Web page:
Malaysia’s KWAP exchanges on £200m London office

Kumpulan Wang Amanah Pencen has exchanged contracts to buy 10 Gresham Street from a JV between CPPIB and London-REIT Hammerson as it looks to build on its early international forays.

Kumpulan Wang Amanah Pencen (KWAP), the Malaysian state pension fund, has exchanged contracts to buy a large office in the City of London in a deal valued at £200 million (€249.6 million; $322 million).

The seller of the 245,000 square foot property at 10 Gresham Street is a joint venture between London-listed REIT Hammerson and the Canada Pension Plan Investment Board (CPPIB).

The pair acquired the asset in 30:70 for $175 million in 2010, and, according to an announcement by Hammerson, a sale would reflect an initial yield of 5.25 percent.

KWAP, which was formerly Malaysia’s Pensions Trust Fund, was incorporated in March 2007 with initial equity if MYR500 million (€126.6 million; $163.4 million) from Malaysia’s Federal Government. According to PEREConnect, the state fund, which is charged with funding its pension liability, has since grown to control MYR84.92 billion of assets.

The state fund’s allocation to alternative investments is currently only 2.54 percent, 1.28 percent of which is allocated to real estate.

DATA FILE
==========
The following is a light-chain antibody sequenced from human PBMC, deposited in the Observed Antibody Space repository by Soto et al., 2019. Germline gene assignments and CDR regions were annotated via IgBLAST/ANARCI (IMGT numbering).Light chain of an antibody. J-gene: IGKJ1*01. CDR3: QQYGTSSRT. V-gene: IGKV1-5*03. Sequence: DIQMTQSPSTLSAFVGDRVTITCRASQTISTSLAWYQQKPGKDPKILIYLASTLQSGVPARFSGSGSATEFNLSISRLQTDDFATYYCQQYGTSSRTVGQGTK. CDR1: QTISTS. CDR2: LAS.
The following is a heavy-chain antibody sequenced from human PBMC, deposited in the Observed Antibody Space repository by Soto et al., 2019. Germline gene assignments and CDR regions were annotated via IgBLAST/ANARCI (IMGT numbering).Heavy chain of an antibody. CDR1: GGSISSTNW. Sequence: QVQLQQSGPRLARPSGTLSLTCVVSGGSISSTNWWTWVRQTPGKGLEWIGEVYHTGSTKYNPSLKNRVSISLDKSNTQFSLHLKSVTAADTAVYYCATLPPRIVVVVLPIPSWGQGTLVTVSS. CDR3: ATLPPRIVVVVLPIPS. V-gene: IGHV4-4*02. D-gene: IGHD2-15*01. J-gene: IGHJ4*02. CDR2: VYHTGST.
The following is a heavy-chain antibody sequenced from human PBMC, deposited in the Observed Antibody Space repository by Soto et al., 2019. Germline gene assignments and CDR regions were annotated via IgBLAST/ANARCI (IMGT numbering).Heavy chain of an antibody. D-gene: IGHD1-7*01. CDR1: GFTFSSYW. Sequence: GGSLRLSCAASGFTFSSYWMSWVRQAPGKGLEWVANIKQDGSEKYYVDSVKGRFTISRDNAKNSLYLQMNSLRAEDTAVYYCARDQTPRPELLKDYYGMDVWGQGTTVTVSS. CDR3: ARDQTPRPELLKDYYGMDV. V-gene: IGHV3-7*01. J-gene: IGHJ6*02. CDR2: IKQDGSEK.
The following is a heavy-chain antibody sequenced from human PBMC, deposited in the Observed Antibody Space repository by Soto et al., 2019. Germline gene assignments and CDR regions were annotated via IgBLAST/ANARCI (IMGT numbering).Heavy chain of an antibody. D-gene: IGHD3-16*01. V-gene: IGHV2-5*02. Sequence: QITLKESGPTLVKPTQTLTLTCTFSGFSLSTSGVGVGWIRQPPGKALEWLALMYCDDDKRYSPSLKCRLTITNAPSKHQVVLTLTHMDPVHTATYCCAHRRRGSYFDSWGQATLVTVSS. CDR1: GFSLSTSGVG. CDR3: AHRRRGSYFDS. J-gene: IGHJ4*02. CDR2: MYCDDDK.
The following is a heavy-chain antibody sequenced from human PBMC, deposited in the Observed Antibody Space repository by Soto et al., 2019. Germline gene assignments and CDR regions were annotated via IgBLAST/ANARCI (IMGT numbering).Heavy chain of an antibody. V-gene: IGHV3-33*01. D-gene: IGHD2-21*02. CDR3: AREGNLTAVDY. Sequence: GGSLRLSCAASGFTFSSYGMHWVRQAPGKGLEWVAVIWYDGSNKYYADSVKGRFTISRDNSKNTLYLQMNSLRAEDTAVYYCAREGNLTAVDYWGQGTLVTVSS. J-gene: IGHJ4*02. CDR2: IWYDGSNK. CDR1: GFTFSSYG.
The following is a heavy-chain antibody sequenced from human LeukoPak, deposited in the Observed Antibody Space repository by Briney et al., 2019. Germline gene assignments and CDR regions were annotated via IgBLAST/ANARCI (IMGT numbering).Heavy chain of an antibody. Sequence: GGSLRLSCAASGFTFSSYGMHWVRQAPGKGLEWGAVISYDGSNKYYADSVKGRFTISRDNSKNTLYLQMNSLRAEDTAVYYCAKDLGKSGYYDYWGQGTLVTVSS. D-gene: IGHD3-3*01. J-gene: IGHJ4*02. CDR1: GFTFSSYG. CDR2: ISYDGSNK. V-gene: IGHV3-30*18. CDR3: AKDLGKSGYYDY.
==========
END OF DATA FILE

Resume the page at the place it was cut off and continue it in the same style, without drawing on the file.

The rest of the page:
A relative newcomer to international real estate investing, KWAP has previously made a handful of investments in Australia’s office market, namely 737 Bourke Street in Melbourne and the ASX Building in Sydney.

The state fund also invested on one of Malaysia’s first private real estate funds, CIMB-Mapletree Real Estate Fund 1, a MYR1.5 billion, closed-ended vehicle managed by a joint venture between Singapore’s Mapletree Investments and CIMB, the Malaysian investment bank.

KWAP has also previously mandated third party real estate investment managers to expand its property holdings. In 2010, it mandated RREEF to invest in select Asian markets. For this deal with Hammerson and CPPIB, it was advised by CBRE Global Investors.

KWAP joins a growing number of international institutional investors that have parked their capital in the world’s prime property markets in something of a prolonged, perceived flight to safer investments following the start of the global financial crisis. London has proved a popular destination for Asian capital in particular.